For incumbent service providers, FTTdp can be considered the next and possibly final step in getting fiber closer to the subscriber, short of going all the way as with FTTH. The initial step was FTTN (where the Node is a remote DSLAM), then followed by FTTC/FTTB (Curb or Building). Extending fiber deeper into the access network is driven by the exponential growth in demand for bandwidth – which shows no signs of abating in the near-, mid-, or long-term.
In the FTTdp architecture, a PON ONT is located at the distribution point where the copper subscriber loops are patched or spliced – instead of in the subscriber’s home. From the network side the fiber drop terminates at the ONT; from the subscriber side the copper wiring from multiple homes also terminate at the ONT. The CPE equipment in the home is a VDSL2/ G.fast modem. Besides transmitting data, the modem may also supply power to the ONT in a “reverse powering” arrangement, since the ONT will often be located outdoors with very limited access to power.
The distribution point is an ideal intercept point for copper to handoff to the fiber network (see figure 7). Its precise location would be determined by existing and planned cable conduits and pathways – which could mean aerial, in a building basement, mounted on a pole, in an outdoor cabinet or pedestal, or buried underground in a small hand-hole. The wide range of locations necessitates a compact design with a small form factor, and hardened for operation in harsh environments. Heat dissipation of the VDSL2/G.fast/ PON ONT (which increases with the number of subscribers served) may be an issue, particularly in space-constrained locations such as underground hand-holes.
The implication for network architecture is that less fiber is required for FTTdp compared to FTTH, since the PON ONT (which requires a single fiber) now aggregates multiple (typically 4-8) subscribers. FTTdp can work equally well with centralized or cascaded splitting architectures. However with multiple subscribers sharing a fiber drop, fiber split ratios in the distribution network could be lower.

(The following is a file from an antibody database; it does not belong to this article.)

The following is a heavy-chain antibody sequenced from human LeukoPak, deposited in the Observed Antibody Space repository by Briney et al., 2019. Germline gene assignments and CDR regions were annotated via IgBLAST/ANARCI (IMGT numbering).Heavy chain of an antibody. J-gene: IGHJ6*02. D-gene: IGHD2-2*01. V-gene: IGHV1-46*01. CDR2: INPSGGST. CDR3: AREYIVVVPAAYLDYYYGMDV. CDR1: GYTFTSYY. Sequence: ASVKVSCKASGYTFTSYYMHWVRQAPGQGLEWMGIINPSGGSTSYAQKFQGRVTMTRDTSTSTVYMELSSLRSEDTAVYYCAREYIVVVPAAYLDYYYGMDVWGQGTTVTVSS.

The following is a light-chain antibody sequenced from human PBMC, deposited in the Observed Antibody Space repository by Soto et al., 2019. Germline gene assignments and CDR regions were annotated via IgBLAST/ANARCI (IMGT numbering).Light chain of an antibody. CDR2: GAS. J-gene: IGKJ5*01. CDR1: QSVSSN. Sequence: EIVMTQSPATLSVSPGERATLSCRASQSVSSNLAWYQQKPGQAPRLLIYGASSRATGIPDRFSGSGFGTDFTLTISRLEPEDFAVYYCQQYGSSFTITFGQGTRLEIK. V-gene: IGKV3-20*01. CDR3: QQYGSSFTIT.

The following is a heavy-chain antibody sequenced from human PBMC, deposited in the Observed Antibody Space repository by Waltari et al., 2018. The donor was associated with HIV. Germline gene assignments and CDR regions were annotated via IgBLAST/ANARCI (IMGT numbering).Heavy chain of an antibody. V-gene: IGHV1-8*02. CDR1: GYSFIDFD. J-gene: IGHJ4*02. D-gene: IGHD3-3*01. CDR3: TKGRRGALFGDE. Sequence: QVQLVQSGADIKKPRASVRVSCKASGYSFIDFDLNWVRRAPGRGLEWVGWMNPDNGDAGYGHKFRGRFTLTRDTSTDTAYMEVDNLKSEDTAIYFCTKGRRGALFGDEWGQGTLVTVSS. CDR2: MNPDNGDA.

A key provision for FTTdp will be maintaining flexibility for future upgrades. Factors such as deterioration of the copper local loop, subscriber take-up rates, and the competitive threat of other service providers installing fiber will likely necessitate a combination of FTTdp for the broader market and FTTH for select customers – likely at the level of the distribution point. Upgrading a subscriber from FTTdp to FTTH must be a fast, simple, and reliable process. Hence considerations for spare fiber capacity and fiber split ratios that can be adjusted according to demand should be taken into account.
Throughout 2015, FTTdp is expected to rapidly mature from the proof-of-concept stage into a robust and industrialized technology. CommScope’s engineering and product development programs are contributing to this progress to help make FTTdp a viable solution for service providers.
Figure 7: FTTdp architecture at the distribution point.
This paper reviews a number of centralized and cascaded FTTH architectures. As the expectation and business plan for every deployment is unique, there is no “one-size-fits-all” architecture solution. Knowing the advantages and disadvantages of each will help in the selection process.
CommScope has comprehensive and in-depth experience in designing, implementing, and maintaining fiber and FTTH networks around the world. The FTTH Architecture Series is a complete set of white papers that explore the key issues and decision criteria for building best-in-class FTTH networks. For more information, please visit www.commscope.com